Why do we, as contractors, need to understand depression’s symptoms and causes? Because this can affect our families, our friends and our businesses. There’s a possibility that you, a family member, friend, employee, etc. is living with depression. Here’s how pervasive it is:
- The World Health Organization estimates that more than 264 million people (or 4.4 percent of the global population) live with depression.
- Approximately 30 percent of individuals living with substance use disorder(s) also live with depression.
- 16 million American adults experienced a depressive episode during the past year.
- Women are 70 percent more likely to experience depression.
- Young adults ages 18-25 are 60 percent more likely to experience depression than those over 50.
Depression is one of the most common mental illnesses (second only to anxiety disorder for Americans) in the world. With the current pandemic only making it more difficult for those afflicted individuals, it’s as important as it’s ever been for us, as leaders, to recognize what depression is, the common symptoms to look for and how it is treated.
Common depression symptoms include changes in sleep, changes in appetite, lack of concentration, loss of energy, lack of interest in normal activities, low self-esteem, and feelings of hopelessness and worthlessness. Depression is different than “just being sad.” Feeling sad is a normal reaction after going through a loss or setback, but that feeling generally passes with time. Depression is an illness of the brain that lingers and can have an overpowering effect on many parts of a person’s life.
The National Institute of Mental Health (NIMH) describes depression as “a mood disorder which causes distressing symptoms that affect how you feel, think, and handle daily activities.” Depression is a complex disease with many different potential causes. Scientists believe many of the following factors may contribute to depression:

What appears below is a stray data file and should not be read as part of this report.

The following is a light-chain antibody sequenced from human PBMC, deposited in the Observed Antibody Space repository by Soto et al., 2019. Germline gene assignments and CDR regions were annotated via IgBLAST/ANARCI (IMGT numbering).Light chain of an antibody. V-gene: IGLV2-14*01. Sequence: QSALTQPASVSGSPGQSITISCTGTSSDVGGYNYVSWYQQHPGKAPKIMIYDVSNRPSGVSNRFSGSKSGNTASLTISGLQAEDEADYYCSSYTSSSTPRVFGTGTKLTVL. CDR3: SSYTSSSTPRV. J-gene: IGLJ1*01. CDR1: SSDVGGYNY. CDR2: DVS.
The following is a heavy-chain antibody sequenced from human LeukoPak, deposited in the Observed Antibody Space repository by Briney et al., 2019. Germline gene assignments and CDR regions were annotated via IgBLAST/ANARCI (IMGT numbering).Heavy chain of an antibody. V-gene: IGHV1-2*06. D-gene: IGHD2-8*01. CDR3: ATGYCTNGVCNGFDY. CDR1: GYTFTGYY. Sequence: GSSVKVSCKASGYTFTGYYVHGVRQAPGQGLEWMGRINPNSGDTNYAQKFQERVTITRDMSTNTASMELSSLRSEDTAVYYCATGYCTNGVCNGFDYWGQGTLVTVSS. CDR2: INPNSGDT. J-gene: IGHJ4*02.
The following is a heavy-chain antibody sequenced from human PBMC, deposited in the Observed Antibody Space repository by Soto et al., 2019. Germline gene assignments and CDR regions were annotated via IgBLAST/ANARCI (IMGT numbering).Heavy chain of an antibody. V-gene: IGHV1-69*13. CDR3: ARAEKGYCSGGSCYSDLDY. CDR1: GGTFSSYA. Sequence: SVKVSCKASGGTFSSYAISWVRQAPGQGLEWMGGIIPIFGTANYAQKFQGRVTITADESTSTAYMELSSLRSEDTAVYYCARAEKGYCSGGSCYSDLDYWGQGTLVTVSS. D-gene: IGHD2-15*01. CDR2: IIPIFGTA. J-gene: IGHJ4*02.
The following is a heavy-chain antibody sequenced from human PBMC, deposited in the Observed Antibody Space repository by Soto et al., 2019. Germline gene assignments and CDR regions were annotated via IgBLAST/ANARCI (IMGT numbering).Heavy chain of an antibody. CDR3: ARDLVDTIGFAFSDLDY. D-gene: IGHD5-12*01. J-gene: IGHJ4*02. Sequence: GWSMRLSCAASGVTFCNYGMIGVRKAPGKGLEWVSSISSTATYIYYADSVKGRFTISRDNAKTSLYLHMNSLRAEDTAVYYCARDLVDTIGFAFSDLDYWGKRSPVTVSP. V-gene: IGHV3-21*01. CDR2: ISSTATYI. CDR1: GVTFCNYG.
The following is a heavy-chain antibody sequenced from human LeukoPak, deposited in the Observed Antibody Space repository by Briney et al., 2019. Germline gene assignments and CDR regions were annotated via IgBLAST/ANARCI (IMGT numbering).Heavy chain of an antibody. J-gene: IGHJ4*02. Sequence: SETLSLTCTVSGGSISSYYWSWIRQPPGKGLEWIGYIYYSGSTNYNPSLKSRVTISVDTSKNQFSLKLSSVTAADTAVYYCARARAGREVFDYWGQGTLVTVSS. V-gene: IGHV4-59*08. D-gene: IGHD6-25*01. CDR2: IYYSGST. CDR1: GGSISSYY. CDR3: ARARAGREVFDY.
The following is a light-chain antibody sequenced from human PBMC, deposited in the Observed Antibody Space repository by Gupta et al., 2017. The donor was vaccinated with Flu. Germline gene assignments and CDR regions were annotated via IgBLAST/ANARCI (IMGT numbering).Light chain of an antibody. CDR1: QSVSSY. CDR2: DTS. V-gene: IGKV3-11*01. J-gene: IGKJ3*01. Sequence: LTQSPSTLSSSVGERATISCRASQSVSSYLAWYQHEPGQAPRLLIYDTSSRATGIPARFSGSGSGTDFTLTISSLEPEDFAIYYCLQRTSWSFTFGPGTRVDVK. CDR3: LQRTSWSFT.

- Life circumstances
- Brain structure
- Other medical conditions
- Drug and/or alcohol abuse
Like most diseases, depression can come in many different forms and ranges of severity. Most doctors use the Diagnostic and Statistical Manual of Mental Disorders (DSM-5) as approved by the American Psychiatric Association. There are many types of depression, but below are some of the more common types:
- Clinical depression – also known as major depression or major depressive disorder. It is the most severe type of depression.
- Persistent depressive disorder – also known as dysthymia, it is a continuous long-term depression.
- Bipolar disorder – also known as manic-depressive disease. This disorder is associated with episodes of mood swings ranging from depressive lows to manic highs.
- Seasonal affective disorder (SAD) – a type of depression related to changes in seasons (typically colder months when there is less sunlight).
- Psychotic depression – a severe form of depression that includes some form of psychosis (hallucinations, delusions, paranoia etc.)
- Perinatal depression – also known as postpartum depression. This disorder occurs during or after pregnancy and affects 10-20 percent of all childbearing women.
- Premenstrual dysphoric disorder (PMDD) – a severe, sometimes disabling extension of premenstrual syndrome that causes extreme mood shifts.
- Situational depression – a short-term, stress-related type of depression that can develop following a traumatic event (or series of events).
Like most illnesses, depression is treatable. With proper diagnosis and medical treatments (including a balanced diet, adequate rest and regular exercise), most individuals living with these illnesses maintain a normal lifestyle. Treatments include cognitive behavioral therapy (CBT), interpersonal therapy (IPT), psychodynamic therapy, light therapy, support groups; and brain stimulation therapies including electroconvulsive therapy (ECT), repetitive transcranial magnetic stimulation (rTMS), and vagus nerve stimulation (VNS). A wide assortment of medications are also available for treatment. These medications often have physical side effects, can take up to 12 weeks to reach their full effect, and typically impact brain chemicals including serotonin, norepinephrine and dopamine.
Now that we have a better understanding of what depression is (and some of the common types), its common symptoms and how it is treated, I want to challenge you to ask the following questions: Are any of your employees exhibiting signs of untreated depression? Are you willing to provide a culture where it’s ok to seek help? Will you provide support on a long-term basis? Stigma and shame often prevent people living with depression from getting the help they need. As an industry, we need to continue shifting our culture until every company answers “yes” to these questions.